Ellen Ferguson, Clara Ritcey and Hazel Wadlegger all spent happy childhoods in the wilds of Upper Clearwater, near Wells Gray Park.
That was more than 50 years ago, in the days when the road leading north from the village of Clearwater was hardly more than a slightly widened deer trail.
On Sunday, the trio invites the public for tea at the old Upper Clearwater School (now the Wells Gray Education and Research Centre), as the women reminisce about what it was like to attend that one-room school house.
Their presentation is part of the Wells Gray World Heritage series and it begins at 1 p.m. at the Wells Gray Education and Research Station, an old red schoolhouse located 26 kilometres north on Clearwater on the road to Wells Gray Park. Admission is by donation.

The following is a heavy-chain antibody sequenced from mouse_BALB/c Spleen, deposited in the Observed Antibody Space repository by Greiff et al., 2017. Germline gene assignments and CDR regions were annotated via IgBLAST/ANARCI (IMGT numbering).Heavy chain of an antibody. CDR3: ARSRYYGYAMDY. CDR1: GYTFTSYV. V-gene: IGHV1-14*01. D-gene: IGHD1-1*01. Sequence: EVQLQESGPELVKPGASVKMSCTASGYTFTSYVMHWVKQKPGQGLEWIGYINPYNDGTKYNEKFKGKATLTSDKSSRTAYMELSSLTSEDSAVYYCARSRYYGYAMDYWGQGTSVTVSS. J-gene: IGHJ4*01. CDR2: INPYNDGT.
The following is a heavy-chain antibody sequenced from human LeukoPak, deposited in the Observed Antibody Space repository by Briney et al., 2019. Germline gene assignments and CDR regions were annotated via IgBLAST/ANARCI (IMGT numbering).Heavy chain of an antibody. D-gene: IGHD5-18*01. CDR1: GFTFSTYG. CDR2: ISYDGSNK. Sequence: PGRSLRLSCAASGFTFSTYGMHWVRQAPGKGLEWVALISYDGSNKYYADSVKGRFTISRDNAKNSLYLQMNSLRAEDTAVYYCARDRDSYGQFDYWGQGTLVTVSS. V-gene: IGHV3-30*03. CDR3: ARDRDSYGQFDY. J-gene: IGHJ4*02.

Formal schooling arrived in Upper Clearwater in 1938 and continued intermittently until 1964 when the valley’s children began to be bused down to Clearwater.
Teachers had to be “imported” from outside the valley. They boarded with one of the local families or, later, they lived in the small one-room building — a “teacherage” — that still stands next to the old red schoolhouse. Many of these teachers lived alone. Not too surprisingly, few of them stayed in the valley more than a year.
For the students, life was harder than today but in some ways perhaps a little better. Enrolment was low — only about eight or 10 students in the entire school — so the children got more individual attention.
But supplies were scarce in those days.
“We didn’t even have toilet paper for the outhouse,” recalls Ritcey.
“We used mail order catalogues instead.”
Ritcey’s memories and those of Ferguson and Wadlegger will no doubt make for an interesting presentation.